More photos? Sure, why not?
Let me just say, right off the bat, that this was an experiment based on a popular Southern dish, shrimp & cheese grits. Next time I’ll add a green vegetable on the side for color, and perhaps substitute chicken breast meat for the chicken Italian sausage, because the strong fennel taste of the sausage fought with the taste of the Sriracha sauce. It will still be a robust and somewhat fiery dinner, only with fewer competing flavors.
First, bring water to boil in a sauce pot, adding a little salt. Slowly pour in the polenta meal, stir thoroughly, and reduce heat to low. Periodically stir the polenta as it cooks. It will probably take at least half an hour. If it gets too thick, add more water … it should come out slightly less runny than grits.
While the polenta is cooking, make a roux by heating a little cooking oil in a shallow frying pan and whisking in the flour. Keep whisking it as it cooks and thickens, then slowly add wine (or chicken broth if desired) to make a nice smooth base for the sauce. Keep this on low, whisking occasionally.
Cook your chicken Italian sausage in another frying pan. When the sausage is done, add the shrimp and pearl onions and cook on low a few more minutes.
Add the Sriracha sauce and Old Bay seasoning to the roux and whisk again until blended and smooth. Add the shredded cheddar to the polenta and stir it in well so that it melts inside the polenta … you’re going for something like cheese grits, only better.
Spoon the polenta onto a plate. Spoon a little Sriracha sauce over the polenta, then top with sausage and shrimp. Spoon some Sriracha sauce onto the empty part of the plate, then top with pearl onions, as shown.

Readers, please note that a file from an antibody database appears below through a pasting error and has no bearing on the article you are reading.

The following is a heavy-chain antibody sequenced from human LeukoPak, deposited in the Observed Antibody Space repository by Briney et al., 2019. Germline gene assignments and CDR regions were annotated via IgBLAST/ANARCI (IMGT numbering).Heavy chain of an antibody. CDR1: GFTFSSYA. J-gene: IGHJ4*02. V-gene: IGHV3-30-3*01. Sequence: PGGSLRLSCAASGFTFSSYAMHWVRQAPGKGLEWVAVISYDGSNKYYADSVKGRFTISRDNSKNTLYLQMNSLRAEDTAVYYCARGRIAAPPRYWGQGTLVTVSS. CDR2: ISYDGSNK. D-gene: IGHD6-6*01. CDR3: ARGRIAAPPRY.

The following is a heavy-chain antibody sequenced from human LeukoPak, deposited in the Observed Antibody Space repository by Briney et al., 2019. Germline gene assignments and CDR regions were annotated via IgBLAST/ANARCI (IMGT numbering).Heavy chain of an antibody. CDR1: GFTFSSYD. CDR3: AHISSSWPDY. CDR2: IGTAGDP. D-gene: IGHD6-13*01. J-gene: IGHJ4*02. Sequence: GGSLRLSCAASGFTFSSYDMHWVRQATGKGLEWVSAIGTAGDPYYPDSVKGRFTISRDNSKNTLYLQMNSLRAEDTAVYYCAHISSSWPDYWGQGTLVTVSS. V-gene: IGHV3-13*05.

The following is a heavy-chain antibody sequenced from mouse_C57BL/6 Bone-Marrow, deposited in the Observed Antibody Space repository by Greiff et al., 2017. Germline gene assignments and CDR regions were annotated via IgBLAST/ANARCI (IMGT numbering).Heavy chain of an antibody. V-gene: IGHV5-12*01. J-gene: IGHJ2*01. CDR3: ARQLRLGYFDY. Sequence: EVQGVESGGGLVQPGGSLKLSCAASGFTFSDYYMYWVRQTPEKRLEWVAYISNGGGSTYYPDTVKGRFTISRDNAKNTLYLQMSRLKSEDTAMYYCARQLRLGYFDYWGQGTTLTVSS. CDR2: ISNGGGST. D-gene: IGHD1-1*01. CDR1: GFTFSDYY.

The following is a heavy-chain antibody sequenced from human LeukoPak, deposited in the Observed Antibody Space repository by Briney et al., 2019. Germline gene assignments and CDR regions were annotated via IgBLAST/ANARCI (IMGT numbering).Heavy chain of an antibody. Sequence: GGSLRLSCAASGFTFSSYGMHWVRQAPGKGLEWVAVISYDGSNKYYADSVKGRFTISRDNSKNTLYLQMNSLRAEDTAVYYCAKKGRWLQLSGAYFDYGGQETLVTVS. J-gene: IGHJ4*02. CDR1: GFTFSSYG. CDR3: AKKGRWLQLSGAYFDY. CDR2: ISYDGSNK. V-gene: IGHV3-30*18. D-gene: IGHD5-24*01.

This entry isn’t a recipe, though it’s closely related to one, Crouton’s New Mexico Green Chile Stew. I wanted to share a bit of local color with you, namely the Hatch green chile roasters who set up shop in front of our local Safeway during the season. Here they are with their gas-fired roaster, burning the skins off fresh Hatch chiles and selling them in quart-sized ziplock bags.
In this part of the southwest, fresh green chiles from Hatch, New Mexico are as big a deal as lobsters in Maine or sweet spring corn in Iowa. You can’t believe how good roasting chiles smell!
Now that I finally have a cell phone with a decent camera, I’ll keep an eye out for the tamale vendor who sometimes works the parking lot at the same Safeway. The best tamales in Tucson are home-made and sold by people in parking lots … when I see a tamale vendor in front of Safeway I always buy a bag. I’ve never made my own, partly because they seem like such a lot of work, but mainly because the ones I get in parking lots are so heavenly. Note to self: buy some, take photos, write a post for Crouton’s Kitchen!
Yesterday someone set up a gas-fired roaster in front of the local Safeway and started roasting fresh Hatch green chiles. They smelled so good I couldn’t resist buying a bag and rushing home to make a pot of New Mexico green chile stew. I know, there’s another green chile stew recipe here at Crouton’s Kitchen, but this one is the more authentic of the two and the ingredients are slightly different, so I’ve added it to the recipe index.
Heat olive oil over medium heat, then brown the meat, garlic, onion, cumin, and oregano. Add vegetable broth, reduce heat to low, simmer for 30 minutes. Add cubed potato to the stew and simmer another 45 minutes. While this is going on, cut the stem ends off the roasted chiles, slice them in half, rinse out the seeds, and lay flat on paper towels. You can also seed the Serranos at this time (remember to wash your hands really well after handling the Serranos).
Chop up the roasted chiles and Serranos and add to the stew. Add water to the broth if it cooks down too much. Continue to cook over low heat another 20 minutes or so, until the potatoes are soft and the meat is tender. Add the tomatoes and cook another 10 minutes. Serve with good crusty bread, as shown.